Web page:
Check out the source code at the command-line under Windows or Linux with this command:
> git clone https://bitbucket.org/cafu/cafu.git Cafu
This command assumes that you have already installed the Git command-line client. You can get Git from the Git downloads page for Windows, Linux and many other systems. Note that with most Linux distributions, installing Git via the systems package manager is usually preferred. Popular Git clients with a graphical user interface are available at the Git downloads page as well.
Our Git project page is https://bitbucket.org/cafu/cafu, where you can browse the repository online, create forks, post pull requests, and find very good related help texts.
Python and SCons
Cafu uses SCons as its software build system on all supported platforms.
SCons is a modern replacement for
SCons requires the Python scripting language to be installed,
so that you have to get and install both Python and SCons on your computer.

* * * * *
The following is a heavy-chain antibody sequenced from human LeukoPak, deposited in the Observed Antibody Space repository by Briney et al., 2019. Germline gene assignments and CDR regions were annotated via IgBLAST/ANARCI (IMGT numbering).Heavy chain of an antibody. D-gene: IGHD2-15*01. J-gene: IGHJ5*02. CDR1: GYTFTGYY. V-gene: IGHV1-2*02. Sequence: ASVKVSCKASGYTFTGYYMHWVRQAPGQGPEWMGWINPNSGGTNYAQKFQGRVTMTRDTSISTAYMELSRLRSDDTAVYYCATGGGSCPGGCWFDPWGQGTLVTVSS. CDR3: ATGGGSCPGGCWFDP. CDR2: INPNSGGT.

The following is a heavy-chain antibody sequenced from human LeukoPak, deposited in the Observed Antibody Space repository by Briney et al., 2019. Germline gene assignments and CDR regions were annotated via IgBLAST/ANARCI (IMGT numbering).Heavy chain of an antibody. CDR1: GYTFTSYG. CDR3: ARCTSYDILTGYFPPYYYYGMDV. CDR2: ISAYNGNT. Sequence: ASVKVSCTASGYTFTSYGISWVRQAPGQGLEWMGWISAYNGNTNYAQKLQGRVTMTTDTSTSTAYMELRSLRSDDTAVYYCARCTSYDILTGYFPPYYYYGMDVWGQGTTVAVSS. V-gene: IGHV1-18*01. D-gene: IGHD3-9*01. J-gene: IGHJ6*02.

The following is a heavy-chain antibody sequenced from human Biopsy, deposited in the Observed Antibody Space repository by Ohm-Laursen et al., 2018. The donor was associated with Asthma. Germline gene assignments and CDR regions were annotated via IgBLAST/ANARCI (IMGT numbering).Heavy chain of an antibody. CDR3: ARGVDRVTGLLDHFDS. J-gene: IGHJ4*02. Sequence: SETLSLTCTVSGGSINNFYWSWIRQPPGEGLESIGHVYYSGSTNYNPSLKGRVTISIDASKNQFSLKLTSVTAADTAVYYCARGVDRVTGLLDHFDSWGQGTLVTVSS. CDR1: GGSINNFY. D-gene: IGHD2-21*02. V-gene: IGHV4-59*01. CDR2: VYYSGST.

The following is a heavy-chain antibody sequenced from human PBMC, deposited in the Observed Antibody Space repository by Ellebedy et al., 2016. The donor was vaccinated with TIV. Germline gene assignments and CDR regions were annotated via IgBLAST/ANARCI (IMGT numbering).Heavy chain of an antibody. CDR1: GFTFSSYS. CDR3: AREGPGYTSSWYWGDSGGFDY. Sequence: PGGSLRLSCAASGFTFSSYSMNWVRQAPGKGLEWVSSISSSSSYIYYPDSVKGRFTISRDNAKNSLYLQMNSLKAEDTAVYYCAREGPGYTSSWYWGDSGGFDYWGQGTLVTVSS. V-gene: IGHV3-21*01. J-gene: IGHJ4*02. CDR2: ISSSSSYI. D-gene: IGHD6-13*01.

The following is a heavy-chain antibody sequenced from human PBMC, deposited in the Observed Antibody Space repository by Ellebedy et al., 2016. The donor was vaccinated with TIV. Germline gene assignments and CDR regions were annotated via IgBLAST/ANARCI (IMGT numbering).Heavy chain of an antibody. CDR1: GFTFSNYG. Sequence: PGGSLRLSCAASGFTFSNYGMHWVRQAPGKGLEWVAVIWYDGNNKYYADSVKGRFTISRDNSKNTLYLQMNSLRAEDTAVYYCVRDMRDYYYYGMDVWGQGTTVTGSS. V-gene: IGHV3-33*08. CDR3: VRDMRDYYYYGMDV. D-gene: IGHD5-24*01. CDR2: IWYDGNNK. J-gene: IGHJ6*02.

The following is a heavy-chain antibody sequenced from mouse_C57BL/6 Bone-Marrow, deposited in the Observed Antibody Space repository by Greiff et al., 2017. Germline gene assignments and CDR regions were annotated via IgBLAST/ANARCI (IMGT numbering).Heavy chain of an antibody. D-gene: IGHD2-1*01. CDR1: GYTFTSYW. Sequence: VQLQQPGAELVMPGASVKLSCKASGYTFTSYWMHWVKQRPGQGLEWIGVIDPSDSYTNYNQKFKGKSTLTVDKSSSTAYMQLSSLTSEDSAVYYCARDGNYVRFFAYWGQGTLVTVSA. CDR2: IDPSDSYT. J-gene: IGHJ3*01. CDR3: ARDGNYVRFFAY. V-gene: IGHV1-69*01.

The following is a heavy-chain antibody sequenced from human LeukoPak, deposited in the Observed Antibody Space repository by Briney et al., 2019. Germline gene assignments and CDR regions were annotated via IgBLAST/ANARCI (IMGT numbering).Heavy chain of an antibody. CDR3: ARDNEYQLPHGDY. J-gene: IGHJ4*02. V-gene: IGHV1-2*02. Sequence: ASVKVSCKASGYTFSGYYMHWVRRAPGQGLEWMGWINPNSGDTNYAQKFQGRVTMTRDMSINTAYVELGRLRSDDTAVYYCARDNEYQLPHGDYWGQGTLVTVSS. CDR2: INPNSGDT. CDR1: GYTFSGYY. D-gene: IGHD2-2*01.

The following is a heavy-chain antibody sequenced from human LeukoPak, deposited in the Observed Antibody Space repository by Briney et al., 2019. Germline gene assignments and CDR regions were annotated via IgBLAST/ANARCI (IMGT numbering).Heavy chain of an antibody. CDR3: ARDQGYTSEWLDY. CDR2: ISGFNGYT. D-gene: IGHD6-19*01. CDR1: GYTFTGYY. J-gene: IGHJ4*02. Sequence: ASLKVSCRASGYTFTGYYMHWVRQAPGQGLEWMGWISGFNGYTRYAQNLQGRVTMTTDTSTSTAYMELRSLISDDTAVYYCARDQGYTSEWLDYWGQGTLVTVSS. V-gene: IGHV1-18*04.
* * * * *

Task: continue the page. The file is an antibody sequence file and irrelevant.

- first get and install Python 2.7 (not one of the newer, but backwards-incompatible 3.x editions!) from http://www.python.org/download/,
- then get and install SCons 2.0 (or any later version; with VS 2010, you even need version 2.1 (alpha)) from http://www.scons.org/download.php.
If in doubt, pick the Windows installers for both Python 2.7 and SCons 2.0: they are easy to use, lightweight, and automatically setup the proper environment variables.
- Pick the 32-bit edition of Python even on 64-bit systems! (Unfortunately, SCons does not yet work with the 64-bit builds of Python.) That is, python-2.7.2.msi is the right file for all Windows systems.
- On Windows Vista and Windows 7, run the SCons installer via right-click, then select “Run as administrator”.
That is normally all, but you may wish to check if the Python installer added Pythons
Scripts directory to the
PATH environment variable of your system.
For example, if Python was installed in
PATH should contain both